Saturday, November 12, 2011

Top-K Selection

Ok, so I need to select the top-K values from a list of size N where K is much smaller than N. Two approaches that immediately come to mind are:

  1. Sort the list and select the first K elements. Running time O(N*lg(N)).
  2. Insert the elements of the list into a heap and pop the top K elements. Running time O(N + K*lg(N)).

As a variant on option 2 a colleague proposed using a small heap that would have at most K elements at any given time. When the heap is full an element would be popped off before a new element could be added. So if I wanted the top-K smallest values I would use a max-heap and if the next value from the input is smaller than the largest value on the heap I would pop off the largest value and insert the smaller value. The running time for this approach is O(N*lg(K)).

For my use case both N and K are fairly small. The size of N will be approximately 10,000 elements and K will typically be 10, but can be set anywhere from 1 to 100. A C++ test program that implements all three approaches and tests them for various sizes of K is provided at the bottom of this post. The table below shows the results for K equal to 10, 50, and 100. You can see that all three approaches have roughly the same running time and increasing the size of K has little impact on the actual running time.


Here is the chart for all values of K:

So clearly the third approach with the small heap is the winner. With a small K it is essentially linear time and an order of magnitude faster than the naive sort. The graph shows both the average time and the 99th-percentile so you can see the variation in times is fairly small. This first test covers the sizes for my use case, but out of curiosity, I also tested the more interesting case with a fixed size K and varying the size of N. The graph for N from 100,000 to 1,000,000 in increments of 100,000 tells the whole story:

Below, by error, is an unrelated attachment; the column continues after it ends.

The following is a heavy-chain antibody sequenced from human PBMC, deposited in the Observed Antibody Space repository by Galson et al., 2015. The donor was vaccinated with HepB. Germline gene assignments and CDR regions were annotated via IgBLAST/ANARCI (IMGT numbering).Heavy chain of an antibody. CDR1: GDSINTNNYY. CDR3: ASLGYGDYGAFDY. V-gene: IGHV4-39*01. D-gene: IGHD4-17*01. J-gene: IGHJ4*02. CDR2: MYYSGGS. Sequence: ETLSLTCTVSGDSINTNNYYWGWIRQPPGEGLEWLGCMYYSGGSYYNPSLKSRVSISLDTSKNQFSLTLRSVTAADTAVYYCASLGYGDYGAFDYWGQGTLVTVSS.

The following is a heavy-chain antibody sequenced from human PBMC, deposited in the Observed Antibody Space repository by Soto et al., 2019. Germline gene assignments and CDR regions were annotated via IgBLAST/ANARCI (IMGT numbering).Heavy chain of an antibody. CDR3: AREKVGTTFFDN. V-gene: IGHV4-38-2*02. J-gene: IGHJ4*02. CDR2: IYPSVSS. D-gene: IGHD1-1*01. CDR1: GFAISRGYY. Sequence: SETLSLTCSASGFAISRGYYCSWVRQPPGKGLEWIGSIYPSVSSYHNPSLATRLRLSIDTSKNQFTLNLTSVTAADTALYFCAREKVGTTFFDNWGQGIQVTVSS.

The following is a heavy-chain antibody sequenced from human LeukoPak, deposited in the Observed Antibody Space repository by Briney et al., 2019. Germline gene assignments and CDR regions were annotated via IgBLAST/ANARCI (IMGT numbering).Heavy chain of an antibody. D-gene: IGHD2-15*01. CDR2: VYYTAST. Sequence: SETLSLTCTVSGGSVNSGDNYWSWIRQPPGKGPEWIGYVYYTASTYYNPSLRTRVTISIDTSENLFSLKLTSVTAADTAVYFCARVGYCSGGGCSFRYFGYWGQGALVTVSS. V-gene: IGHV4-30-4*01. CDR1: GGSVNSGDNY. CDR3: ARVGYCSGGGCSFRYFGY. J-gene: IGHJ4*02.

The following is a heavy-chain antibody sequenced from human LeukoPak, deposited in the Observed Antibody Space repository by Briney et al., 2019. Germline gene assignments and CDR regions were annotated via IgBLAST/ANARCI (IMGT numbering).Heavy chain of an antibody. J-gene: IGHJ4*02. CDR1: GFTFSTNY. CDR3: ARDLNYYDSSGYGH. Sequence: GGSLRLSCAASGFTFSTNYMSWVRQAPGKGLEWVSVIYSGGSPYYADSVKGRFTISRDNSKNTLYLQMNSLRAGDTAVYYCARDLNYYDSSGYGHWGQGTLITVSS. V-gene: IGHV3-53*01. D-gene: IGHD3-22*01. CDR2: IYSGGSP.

Source code:

#include <algorithm>
#include <cstdlib>
#include <ctime>
#include <iostream>
#include <numeric>
#include <vector>

using namespace std;

typedef void (*topk_func)(vector<int> &, vector<int> &, int);

bool greater_than(const int &v1, const int &v2) {
    return v1 > v2;

void topk_sort(vector<int> &data, vector<int> &top, int k) {
    sort(data.begin(), data.end());
    vector<int>::iterator i = data.begin();
    int j = 0;
    for (; j < k; ++i, ++j) {

void topk_fullheap(vector<int> &data, vector<int> &top, int k) {
    make_heap(data.begin(), data.end(), greater_than);
    for (int j = 0; j < k; ++j) {
        pop_heap(data.begin(), data.end(), greater_than);

void topk_smallheap(vector<int> &data, vector<int> &top, int k) {
    for (vector<int>::iterator i = data.begin(); i != data.end(); ++i) {
        if (top.size() < k) {
            push_heap(top.begin(), top.end());
        } else if (*i < *top.begin()) {
            pop_heap(top.begin(), top.end());
            push_heap(top.begin(), top.end());
    sort_heap(top.begin(), top.end());

void run_test(const string &name, topk_func f, int trials, int n, int k) {
    vector<double> times;

    for (int t = 0; t < trials; ++t) {
        vector<int> data;
        for (int i = 0; i < n; ++i) {

        clock_t start = clock();
        vector<int> top;
        f(data, top, k);
        clock_t end = clock();
        times.push_back(1000.0 * (end - start) / CLOCKS_PER_SEC);

    sort(times.begin(), times.end());
    double sum = accumulate(times.begin(), times.end(), 0.0);
    double avg = sum / times.size();
    double pct90 = times[static_cast<int>(trials * 0.90)];
    double pct99 = times[static_cast<int>(trials * 0.99)];
    cout << name << " "
         << k << " "
         << avg << " "
         << pct90 << " "
         << pct99 << endl;

int main(int argc, char **argv) {

    cout << "method k avg 90-%tile 99-%tile" << endl;

    int trials = 1000;
    int n = 10000;
    for (int k = 1; k <= 100; ++k) {
        run_test("sort", topk_sort, trials, n, k);
        run_test("fullheap", topk_fullheap, trials, n, k);
        run_test("smallheap", topk_smallheap, trials, n, k);

    return 0;

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